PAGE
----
First play from scrimmage, our line makes every block and opens the outside for our running back to score.

You hear their coaches furiously yelling as we celebrate.

We celebrated and our fullback punched in the extra point.

After the kickoff, our defense held them to four and out. We got the ball again, touchdown. Extra point good.

14-0 in two offensive plays.s

Their coaches were still mad. Angry. Yelling.

We smiled, encouraged our kids, and ended up with a 42-0 mercy-rule win.

Our players are awesome, but not the biggest, not the fastest, not the strongest.

It’s all about culture and what you’re playing for.

We demand a lot of our athletes. Learn your plays, DO YOUR JOB, and we will win.

Every Tuesday after we win, I buy my linemen doughnuts and give them to everyone, telling them that a random lineman (changes weekly) said everyone deserves doughnuts. We don’t punish every mistake with extra running and up-downs. We focus on what we do RIGHT, and not what we do wrong.

The other game one of my linemen got called for a hold. He came off the field expecting to be scolded. I put my arm around him and said, “What happened?” He explained it and then I said, “You’re better than that guy, you don’t need to hold. Show the world how dominant you are!” He didn’t get one call the rest of the game and crushed it.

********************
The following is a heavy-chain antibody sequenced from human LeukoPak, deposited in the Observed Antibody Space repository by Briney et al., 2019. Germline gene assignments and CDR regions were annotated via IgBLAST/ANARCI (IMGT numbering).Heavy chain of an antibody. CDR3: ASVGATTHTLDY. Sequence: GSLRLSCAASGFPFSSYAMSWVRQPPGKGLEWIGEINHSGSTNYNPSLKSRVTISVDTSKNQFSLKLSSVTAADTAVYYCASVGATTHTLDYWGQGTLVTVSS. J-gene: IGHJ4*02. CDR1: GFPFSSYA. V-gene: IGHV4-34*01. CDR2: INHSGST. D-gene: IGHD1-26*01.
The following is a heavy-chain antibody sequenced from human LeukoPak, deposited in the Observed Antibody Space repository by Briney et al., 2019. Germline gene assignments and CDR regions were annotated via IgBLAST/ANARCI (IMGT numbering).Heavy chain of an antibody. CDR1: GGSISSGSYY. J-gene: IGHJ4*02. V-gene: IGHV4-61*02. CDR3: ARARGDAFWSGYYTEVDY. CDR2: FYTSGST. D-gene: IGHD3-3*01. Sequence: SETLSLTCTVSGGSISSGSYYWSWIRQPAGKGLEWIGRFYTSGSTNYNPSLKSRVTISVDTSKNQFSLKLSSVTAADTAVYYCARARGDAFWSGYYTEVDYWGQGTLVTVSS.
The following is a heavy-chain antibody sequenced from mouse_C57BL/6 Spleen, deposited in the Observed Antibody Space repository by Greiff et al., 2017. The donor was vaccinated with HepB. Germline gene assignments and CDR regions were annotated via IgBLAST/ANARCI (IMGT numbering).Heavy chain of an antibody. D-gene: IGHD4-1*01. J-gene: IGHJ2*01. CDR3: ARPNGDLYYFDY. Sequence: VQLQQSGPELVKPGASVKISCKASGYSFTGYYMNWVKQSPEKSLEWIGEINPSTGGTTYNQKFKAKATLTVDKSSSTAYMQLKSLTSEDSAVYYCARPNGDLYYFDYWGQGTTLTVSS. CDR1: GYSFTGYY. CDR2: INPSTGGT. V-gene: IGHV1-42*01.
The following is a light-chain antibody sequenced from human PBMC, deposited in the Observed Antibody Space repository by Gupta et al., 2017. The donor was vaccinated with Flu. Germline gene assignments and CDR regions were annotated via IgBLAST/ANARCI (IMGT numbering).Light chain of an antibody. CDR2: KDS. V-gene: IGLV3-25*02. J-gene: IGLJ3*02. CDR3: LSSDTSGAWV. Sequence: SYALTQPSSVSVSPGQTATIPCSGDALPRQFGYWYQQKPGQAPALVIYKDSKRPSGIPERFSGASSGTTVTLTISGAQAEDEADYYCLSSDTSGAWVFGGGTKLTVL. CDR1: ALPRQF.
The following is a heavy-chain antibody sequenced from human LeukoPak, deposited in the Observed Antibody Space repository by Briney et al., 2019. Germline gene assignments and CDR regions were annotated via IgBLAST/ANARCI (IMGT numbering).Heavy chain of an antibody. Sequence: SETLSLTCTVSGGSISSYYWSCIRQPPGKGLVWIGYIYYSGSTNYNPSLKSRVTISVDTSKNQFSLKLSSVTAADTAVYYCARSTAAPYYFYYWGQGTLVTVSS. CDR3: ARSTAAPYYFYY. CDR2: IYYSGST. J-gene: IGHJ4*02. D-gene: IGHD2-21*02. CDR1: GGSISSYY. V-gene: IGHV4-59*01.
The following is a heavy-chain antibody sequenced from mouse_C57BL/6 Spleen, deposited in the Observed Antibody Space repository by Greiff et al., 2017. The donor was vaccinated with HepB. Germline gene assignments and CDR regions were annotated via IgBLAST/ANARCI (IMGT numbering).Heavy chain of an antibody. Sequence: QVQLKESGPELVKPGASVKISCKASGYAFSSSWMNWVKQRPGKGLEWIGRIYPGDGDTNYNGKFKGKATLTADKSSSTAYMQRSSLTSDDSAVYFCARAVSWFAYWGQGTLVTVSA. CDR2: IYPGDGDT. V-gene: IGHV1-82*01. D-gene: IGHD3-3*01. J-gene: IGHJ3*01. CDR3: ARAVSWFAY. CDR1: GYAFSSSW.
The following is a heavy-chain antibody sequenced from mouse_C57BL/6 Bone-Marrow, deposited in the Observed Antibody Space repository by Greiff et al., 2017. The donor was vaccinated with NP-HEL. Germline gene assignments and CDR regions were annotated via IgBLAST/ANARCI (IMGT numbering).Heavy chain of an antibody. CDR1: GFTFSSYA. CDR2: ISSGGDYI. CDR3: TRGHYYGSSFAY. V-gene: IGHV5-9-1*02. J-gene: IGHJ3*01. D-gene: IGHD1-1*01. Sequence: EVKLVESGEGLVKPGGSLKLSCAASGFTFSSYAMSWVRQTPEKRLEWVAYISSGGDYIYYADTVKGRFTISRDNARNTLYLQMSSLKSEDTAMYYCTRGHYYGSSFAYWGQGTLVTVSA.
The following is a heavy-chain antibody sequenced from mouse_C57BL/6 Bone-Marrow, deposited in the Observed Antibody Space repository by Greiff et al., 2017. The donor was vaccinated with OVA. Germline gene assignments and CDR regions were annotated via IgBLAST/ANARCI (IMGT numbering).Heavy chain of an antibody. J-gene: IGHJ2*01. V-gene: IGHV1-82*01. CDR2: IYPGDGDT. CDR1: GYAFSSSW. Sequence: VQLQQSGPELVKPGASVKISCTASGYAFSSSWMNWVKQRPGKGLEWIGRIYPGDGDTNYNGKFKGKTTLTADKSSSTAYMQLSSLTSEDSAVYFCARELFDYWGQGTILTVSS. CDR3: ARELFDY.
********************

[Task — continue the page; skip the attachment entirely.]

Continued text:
This is also my management style at work. Managers are usually garbage. You can do 1,000 things right and you mess up once and your manager attacks you.

556494762 fullsizerender 4


Employees typically respond better to positivity, and numerous studies have found that positive reinforcement and a positive work environment can significantly improve employee motivation, performance, and well-being. Here are some reasons why, supported by various studies:

Increased Productivity: According to a study conducted by the University of Warwick, happiness led to a 12% spike in productivity, while unhappy workers were 10% less productive. The research shows that human happiness has large and positive causal effects on productivity.

Better Decision-Making Abilities: Research from the University of Pennsylvania’s Positive Psychology Center found that individuals who were induced to feel positive emotions were better at problem-solving and making decisions than those in a neutral state.